“I know, I know. You want me to get to the point. But this is at least as important as the rest, the method of telling, and the time taken to tell. It has taken me 55 years to begin, at least let me do it in my own way.”
WWII is one of my favorite genres. Every now and then I say – enough now. I don’t want to read about The War any more. There are just too many excellent stories build around that time and I get drawn to them like the wasps to the rotten fruit in the orchards of Les Laveuses, on the banks of the Loire.
Every WWII story is unique. Everyone grasps you in a different way, some you can categorize together, some are in a league of their own. Some are about the events, some about the experiences, some about the survival and some are about the ignorance, the unrealness, this-is-but-a-childish game, or events only possible in fiction. Five Quarters of the Orange
is one of those.
“Of course I had heard of these things. It was just that in Les Laveuses things were different. We’d all heard rumours, of course, but in my mind they had got somehow tangled with the Death Ray from The War of the Worlds. Hitler had been muddled with the pictures of Charlie Chaplan from Reinette’s film magazines, fact fusing with folklore, rumour, fiction and newsreel broadcast melting into serial-story start-fighters from beyond the planet Mars and night flights across the Rhine, gunslingers and firing-squads, U-boots and the Nautilus 20, 000 leagues under”.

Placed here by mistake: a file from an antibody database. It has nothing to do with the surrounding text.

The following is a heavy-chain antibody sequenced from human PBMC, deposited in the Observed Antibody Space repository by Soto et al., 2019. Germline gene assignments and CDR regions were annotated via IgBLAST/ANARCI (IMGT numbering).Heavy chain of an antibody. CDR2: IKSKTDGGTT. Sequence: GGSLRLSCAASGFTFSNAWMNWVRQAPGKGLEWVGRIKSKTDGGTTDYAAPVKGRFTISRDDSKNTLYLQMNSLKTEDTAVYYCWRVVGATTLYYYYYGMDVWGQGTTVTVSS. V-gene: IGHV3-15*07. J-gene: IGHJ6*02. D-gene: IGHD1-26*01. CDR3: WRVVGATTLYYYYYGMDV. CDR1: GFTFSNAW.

This book was beautiful written and the scenery, characters and events where visually so well described, it played like a movie in my minds eye. Especially Mirabelle Dartigen’s album with the recipes, the photos and her sometimes unreadable, sometimes assumingly mad, scribbles.
The story is about so much more than The War and the Nazi occupation in France. In fact, it blurred more in the background. Characters you should like, you hate. Characters you should hate, you love. And that’s how and why everyone got misunderstood. Especially if you live on the continent of 9.
True to her name, Framboise is a fermented character with layers of sugar, sweet/sour tasting with a kick you should be aware of. But she’s a liqueur that will linger.
This was my first Joanne Harris book that I’ve read. I’ve seen Chocolat more than once and believe that Five Quarters of the orange will also make a wonderful, memorable movie. Book and movie should be enjoyed by a bottle of good wine or liqueur.